This is a beautiful river, surrounded by mixed deciduous woodland which must be full of unusual birdlife in spring, and the loch-smattered plateau above would have provided superb views had the cloud been higher. We camped by a sandy beach on the kirkaig side of Fionn Loch. Next morning we rounded the loch, and headed across very boggy ground towards the bottom of Suilven. With the sun still low, a deer very obligingly posed in the one point where it would stand out against the skyline:
The mountain was still in cloud, but we were optimistic, because the rest of Assynt was soon beautifully sunny.
There's a wonderfully 'miniature' feel to this landscape (captured acutely in lots of Norman MacCaig's poetry: he discusses it in prose in a great film called 'A Man in My Position' available here)

The walk in was indeed long and boggy, taking more time than we'd expected, but by the time we were craning our necks to look vertically up at Suilven the weather was as fine as could be, all the cloud lifted. The sun was out, the wind was down and the Met Office's dire warnings were briefly flouted.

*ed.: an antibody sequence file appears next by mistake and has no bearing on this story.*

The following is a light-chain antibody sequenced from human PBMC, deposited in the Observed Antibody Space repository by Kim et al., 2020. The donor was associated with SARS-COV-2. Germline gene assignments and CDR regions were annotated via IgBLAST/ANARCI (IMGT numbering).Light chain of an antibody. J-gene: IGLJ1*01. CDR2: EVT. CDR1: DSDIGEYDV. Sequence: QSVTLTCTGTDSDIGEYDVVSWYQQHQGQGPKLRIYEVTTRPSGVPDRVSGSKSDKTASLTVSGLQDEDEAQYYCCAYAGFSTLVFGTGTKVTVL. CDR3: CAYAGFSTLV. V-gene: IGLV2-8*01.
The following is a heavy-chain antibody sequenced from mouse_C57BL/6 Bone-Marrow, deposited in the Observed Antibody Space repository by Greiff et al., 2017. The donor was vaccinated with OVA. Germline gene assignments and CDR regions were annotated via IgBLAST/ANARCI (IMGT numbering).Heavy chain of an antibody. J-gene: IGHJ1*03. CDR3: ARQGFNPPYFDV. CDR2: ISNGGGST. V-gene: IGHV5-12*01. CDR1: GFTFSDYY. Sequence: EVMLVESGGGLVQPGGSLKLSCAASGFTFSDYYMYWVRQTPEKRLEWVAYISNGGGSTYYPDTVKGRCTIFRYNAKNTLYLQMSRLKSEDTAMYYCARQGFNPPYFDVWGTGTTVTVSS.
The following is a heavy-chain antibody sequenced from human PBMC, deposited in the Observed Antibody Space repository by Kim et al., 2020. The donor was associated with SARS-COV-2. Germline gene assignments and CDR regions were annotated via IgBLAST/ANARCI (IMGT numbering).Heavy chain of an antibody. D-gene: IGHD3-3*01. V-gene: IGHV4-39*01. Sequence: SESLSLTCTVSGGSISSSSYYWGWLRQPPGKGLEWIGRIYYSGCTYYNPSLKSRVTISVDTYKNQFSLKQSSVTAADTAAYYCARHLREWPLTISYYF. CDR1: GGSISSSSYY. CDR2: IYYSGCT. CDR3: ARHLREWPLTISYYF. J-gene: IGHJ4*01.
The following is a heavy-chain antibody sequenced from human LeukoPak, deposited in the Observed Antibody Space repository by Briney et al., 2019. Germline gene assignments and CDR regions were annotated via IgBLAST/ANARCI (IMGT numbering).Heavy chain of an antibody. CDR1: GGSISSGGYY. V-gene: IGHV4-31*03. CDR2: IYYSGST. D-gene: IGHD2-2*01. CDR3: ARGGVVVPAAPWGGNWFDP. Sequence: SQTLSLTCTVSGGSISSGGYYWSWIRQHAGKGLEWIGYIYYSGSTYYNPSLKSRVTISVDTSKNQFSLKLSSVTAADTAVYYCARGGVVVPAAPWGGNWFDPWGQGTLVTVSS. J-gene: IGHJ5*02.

Heading straight up the side of Suilven the views across Assynt opened up still further

Once we reached the ridge, there were views of Canisp too:
And views that showed the precipitous nature of what we were climbing up. By this stage, Norman McCaig's 'Climbing Suilven' was definitely ringing true:

I nod and nod to my own shadow and thrust
A mountain down and down.
Between my feet a loch shines in the brown,
It's silver paper crinkled and edged with rust.
My lungs say No;
But down and down this treadmill hill must go.

Parishes dwindle. But my parish is
This stone, that tuft, this stone
And the cramped quarters of my flesh and bone.
I claw that tall horizon down to this;
And suddenly
My shadow jumps huge miles away from me

And we reached the top just before the weather remembered what it was supposed to be doing. The sun of the previous hour was gradually banished and the lochs gradually began to turn from silver crinkled paper to a flat leaden grey.

By the time we were ready to go down Suilven was being engulfed in cloud once again. It appeared once or twice more in the time it took us to walk back
and there were still some impressive atmospheric effects as the sun caught the bottom of clouds and brought out the steely rock that's always so close to the surface in Assynt.

We'd left our equipment where we'd camped...
...and Ben, reprobate that he is, needed his mid-day whisky before we packed up, Suilven appearing one last time to oblige for the photo.